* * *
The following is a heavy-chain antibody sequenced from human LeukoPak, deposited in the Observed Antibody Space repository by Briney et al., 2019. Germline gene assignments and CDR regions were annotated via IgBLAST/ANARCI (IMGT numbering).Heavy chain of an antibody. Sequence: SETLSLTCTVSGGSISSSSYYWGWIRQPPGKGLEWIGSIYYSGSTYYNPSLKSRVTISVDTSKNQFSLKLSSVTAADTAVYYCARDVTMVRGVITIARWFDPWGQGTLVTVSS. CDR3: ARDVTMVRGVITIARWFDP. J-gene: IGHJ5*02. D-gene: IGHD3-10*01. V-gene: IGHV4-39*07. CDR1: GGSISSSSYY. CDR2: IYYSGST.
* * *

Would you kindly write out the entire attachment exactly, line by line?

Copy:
The following is a heavy-chain antibody sequenced from human LeukoPak, deposited in the Observed Antibody Space repository by Briney et al., 2019. Germline gene assignments and CDR regions were annotated via IgBLAST/ANARCI (IMGT numbering).Heavy chain of an antibody. Sequence: SETLSLTCTVSGGSISSSSYYWGWIRQPPGKGLEWIGSIYYSGSTYYNPSLKSRVTISVDTSKNQFSLKLSSVTAADTAVYYCARDVTMVRGVITIARWFDPWGQGTLVTVSS. CDR3: ARDVTMVRGVITIARWFDP. J-gene: IGHJ5*02. D-gene: IGHD3-10*01. V-gene: IGHV4-39*07. CDR1: GGSISSSSYY. CDR2: IYYSGST.